As darkness fell Saturday, the Escondido Community Foundation held a low key lighting of the Giving Arch, the 40-foot by 108-foot welcome arch over Grand Avenue at Centre City Parkway in honor of first responders—and as a beacon of hope.
The public was not allowed to congregate to watch the event but the Escondido Times-Advocate was there to provide a live-streaming that can be accessed on our paper’s Facebook page. Despite the prohibitions, there were some members of the community nearby who cheered when the light came on or honked their car horns.
The lighting of the arch had originally been scheduled for March 12 but had to be postponed due to the coronavirus outbreak. The arch had remained unlit. The ECF decided that it was time to light the new Giving Arch.
Jacquie Skay, chairman of the ECF Board, commented. “We were all so very disappointed on March 12 when because of the virus we had to postpone the community wide celebration and dedication of the Giving Arch. Still, we expected to come back with the planned celebration as soon as circumstances permitted.
“As the enormity of this global crisis has set in, and we have witnessed the selflessness of the first responders and essential workers it became necessary to express our thanks in some way. One common theme we have seen repeated all around the globe is the use of lights to express thanks and hope. Escondido is a very spread out community. It’s not like we have a lot of high rise apartments in a central downtown area where we could all come out on our balconies and flip our lights on and off as we have seen in other parts of the world. But, we do have this Arch. We have it now. And, it needed to be lit now-as a symbol of thanks to essential workers and as a symbol of our community coming together and of hope. We can still have our community wide celebration later. But, right now, this Arch being lit meets a much more important and immediate need.”
ECF is an affiliate of the San Diego Foundation. The arch, named “The Giving Arch” is in recognition of the generosity and community spirit of Escondido residents. Its design reflects the architectural lines of Escondido City Hall and the philanthropic spirit of the community and will welcome both residents and visitors to Escondido.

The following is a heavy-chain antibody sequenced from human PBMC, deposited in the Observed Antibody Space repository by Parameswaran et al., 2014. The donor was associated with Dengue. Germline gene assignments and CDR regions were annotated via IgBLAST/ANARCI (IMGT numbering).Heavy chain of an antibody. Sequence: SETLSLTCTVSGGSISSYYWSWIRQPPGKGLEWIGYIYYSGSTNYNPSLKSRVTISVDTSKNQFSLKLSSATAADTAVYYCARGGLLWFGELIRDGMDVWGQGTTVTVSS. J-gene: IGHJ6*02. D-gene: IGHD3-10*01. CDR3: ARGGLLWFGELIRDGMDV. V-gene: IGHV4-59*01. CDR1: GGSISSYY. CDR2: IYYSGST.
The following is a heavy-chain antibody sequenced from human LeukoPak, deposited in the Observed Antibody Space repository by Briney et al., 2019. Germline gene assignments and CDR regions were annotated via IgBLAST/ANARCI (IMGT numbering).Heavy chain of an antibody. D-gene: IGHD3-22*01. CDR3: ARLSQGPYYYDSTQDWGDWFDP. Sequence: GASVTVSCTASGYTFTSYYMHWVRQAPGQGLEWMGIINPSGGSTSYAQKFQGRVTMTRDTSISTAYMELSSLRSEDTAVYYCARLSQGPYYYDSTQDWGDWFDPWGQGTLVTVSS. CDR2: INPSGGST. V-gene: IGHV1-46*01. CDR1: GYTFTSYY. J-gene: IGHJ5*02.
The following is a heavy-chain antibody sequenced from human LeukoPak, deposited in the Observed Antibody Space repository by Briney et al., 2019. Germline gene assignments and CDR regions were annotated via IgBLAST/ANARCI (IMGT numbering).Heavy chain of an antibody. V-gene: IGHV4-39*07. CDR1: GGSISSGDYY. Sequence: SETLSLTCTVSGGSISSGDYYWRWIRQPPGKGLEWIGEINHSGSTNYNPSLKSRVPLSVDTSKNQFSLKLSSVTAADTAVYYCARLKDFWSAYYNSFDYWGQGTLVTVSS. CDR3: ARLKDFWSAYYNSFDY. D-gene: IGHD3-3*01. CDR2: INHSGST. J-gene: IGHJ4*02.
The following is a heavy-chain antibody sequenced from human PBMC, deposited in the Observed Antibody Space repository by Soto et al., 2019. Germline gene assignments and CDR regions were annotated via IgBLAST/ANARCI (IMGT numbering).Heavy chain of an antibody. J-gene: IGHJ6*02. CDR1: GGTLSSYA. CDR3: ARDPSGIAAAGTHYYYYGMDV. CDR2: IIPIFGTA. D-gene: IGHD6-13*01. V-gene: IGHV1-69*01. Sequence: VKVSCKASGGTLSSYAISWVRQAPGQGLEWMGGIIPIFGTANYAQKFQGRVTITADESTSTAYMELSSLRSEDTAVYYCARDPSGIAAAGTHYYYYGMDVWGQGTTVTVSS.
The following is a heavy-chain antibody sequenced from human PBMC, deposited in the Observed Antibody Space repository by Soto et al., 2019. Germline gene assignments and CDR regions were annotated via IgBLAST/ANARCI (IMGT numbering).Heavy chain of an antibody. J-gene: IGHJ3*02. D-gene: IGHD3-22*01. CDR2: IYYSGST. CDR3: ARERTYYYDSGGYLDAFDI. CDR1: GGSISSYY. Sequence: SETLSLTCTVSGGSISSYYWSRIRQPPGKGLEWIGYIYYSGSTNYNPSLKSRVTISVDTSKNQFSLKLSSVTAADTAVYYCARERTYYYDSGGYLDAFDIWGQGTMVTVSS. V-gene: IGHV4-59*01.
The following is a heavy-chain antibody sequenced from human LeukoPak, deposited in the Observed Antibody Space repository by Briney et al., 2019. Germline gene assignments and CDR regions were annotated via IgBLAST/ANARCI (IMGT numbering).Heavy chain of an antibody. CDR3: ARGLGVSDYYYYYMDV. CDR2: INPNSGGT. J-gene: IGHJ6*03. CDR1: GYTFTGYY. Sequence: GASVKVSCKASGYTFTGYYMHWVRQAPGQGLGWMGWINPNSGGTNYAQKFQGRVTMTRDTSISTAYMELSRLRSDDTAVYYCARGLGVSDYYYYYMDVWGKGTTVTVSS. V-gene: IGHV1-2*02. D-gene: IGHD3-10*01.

Lisa Ruder, ECF volunteer special project chairman and past ECF chairman, described how the foundation’s “huge community celebration” that would have included high school bands and mariachis to celebrate pride in the city evolved into something different.
“It became a much different symbol a month later, not only the pride in the community but hope an unity and a thank you to first responders and medical workers,” Ruder said. “People are getting a sense of peace from it and we are asking people to light their porch lights for the duration as a sign of hope as well.” She added, “It was really nice to hear the cheering and honking. People are getting a sense of peace and unity by driving past and seeing the arch lit.”
Someday the foundation hopes to have a proper big celebration under the arch, “but we are uncertain when that will occur. Only when it is safe and reasonable for us to do so,” said Ruder.
Ken Lounsbery, who has lived in Escondido for 50 years, commented, “When you consider the purpose of the arch it became clear that now was the time to light it and send a message to the community that this is a commitment to charitable giving. There are lots of arches that designate a community. This does that but it does more. It’s a recognition of the history of charitable giving and a commitment to that same endowment to charities in the future.”
He added, “While the arch is a result of contributions and one particularly large contribution from members of the foundation, it really symbolizes the three plus million dollars given over the last decade by the foundation and hopefully will promote even more charitable giving. I’ve been in Escondido since 1970, and served publicly and privately. I’ve never seen such a graphic example of community commitment helping one another. Yes we have icons: the Center for the Arts, a major regional shopping center and an auto park, but the arch is unique. It became even more unique when it was dedicated in a context of the community having to pull together and support each other. It’s a symbol like no other I’ve seen in my 50 years here. It’s more appropriate that it was lit in the struggle against the pandemic because charity has emerged as one of the good things to come out of this struggle. I like to think that the arch will be remembered in that context.”
City councilman Mike Morasco, who was also at the event, told The Times-Advocate, “It was a nice moment and a good reminder of our beautiful city and its citizens. It is somewhat iconic with the lighting of the Giving Arch during this time of trial for us and how this event represents the great and charitable nature of so many and the new light of hope for our recovery and recuperation. A beacon to everyone what we are here and well and will ‘be back!’ ”
The lighting coincides with the Foundation’s donation to the San Diego COVID-19 Community Response Fund which is rapidly deploying resources to nonprofit organizations that are supporting local workers and families most affected by the coronavirus crisis. The Arch also celebrates nearly 14 years of charitable giving by the Foundation – a figure totaling of nearly $3 million dollars
“The Giving Arch pays homage to the spirit of what we do at the Escondido Community Foundation. A project like this that fosters community pride and identity,” said Lisa Ruder, a board member at ECF.